From her career and achievements to her clothes, Meghan is the poster girl of aspiration for many. Elizabeth Holmes’s Instagram account So Many Thoughts, which is a fashion commentary on the Meghan “brand”, among other royal topics, has seen a 30% rise to more than 90,000 followers in the past year, largely, she says, due to her Meghan posts. Holmes’s audience is made up mostly of 25- to 34-year-old women. “Meghan has definitely brought a new fan base to the royal family,” says Holmes. “She seemed like one of ‘us’ and she came with some baggage. I hated her family drama for her sake, but I also think everybody related to that, too.”
What is clear is that for many professional women, when it comes to Meghan, it’s personal. “I relate to her far more than I have any other high-profile modern royal,” says the broadcaster and former barrister Afua Hirsch. “I feel almost emotionally invested in her experience of going into an extremely regressive, traditional establishment setting as a woman not from that background.”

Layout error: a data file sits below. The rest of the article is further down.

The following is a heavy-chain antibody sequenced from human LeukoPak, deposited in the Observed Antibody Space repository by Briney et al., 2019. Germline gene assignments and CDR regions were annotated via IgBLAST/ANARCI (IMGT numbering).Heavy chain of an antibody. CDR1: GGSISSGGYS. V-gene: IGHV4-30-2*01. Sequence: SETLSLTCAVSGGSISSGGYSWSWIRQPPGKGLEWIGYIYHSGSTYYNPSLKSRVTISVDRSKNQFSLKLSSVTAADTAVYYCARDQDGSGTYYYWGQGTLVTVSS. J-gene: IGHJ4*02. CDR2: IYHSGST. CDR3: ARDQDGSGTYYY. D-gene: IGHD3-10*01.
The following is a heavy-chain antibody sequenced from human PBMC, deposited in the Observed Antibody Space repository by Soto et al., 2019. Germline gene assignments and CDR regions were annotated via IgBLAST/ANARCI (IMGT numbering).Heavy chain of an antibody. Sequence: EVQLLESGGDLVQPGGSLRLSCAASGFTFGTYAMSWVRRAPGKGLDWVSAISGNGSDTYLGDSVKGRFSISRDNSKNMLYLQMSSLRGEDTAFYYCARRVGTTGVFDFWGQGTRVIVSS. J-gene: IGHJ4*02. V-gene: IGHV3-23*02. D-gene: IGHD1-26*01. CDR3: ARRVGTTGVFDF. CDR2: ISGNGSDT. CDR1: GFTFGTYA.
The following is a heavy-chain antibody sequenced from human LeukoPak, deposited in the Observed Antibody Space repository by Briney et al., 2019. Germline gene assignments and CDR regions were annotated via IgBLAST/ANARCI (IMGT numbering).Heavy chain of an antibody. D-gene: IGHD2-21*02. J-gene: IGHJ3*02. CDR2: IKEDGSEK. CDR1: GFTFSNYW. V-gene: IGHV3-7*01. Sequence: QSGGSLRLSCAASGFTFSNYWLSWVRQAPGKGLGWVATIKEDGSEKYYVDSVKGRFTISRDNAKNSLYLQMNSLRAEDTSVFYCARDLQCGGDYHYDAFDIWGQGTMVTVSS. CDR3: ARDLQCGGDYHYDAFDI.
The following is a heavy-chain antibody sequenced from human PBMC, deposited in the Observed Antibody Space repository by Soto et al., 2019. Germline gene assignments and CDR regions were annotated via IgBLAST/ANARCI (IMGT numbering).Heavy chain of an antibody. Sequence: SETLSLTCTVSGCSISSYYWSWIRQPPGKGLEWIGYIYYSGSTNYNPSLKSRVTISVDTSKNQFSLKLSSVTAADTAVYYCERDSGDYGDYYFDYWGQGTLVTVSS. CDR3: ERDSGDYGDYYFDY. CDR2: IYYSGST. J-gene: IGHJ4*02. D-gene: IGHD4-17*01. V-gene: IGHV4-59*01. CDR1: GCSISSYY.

Meghan’s biracial identity has also been a source of affinity for many. “I also relate to her on a race level because this is a very white establishment she is coming into as a woman of colour,” adds Hirsch. “And nobody is ever going to say anything overtly racist [in public]. Instead, we hear all the same very loaded language about how she is so controversial and she doesn’t get tradition and how things are done — ‘she’s aggressive’ and ‘she’s unreasonable’. I’m hearing all kinds of angry-black-women code underneath that.” Online trolls are, however, another matter entirely: according to reports, staff at Kensington Palace now spend several hours a week removing racist and sexist insults from its social-media accounts.
Meghan’s age, in an era when women are leaving it later to marry and have children, is also a sensitive matter for many. For Marina Pen, 38, a group strategy director based in New York, media speculation about Meghan’s fertility and age “hit a nerve for me and, I suspect, many other women”, she says. “This is a reality that a lot of women of the same age face.” Subsequent criticism of public bump-cradling has also been ardently defended by the Meyhive.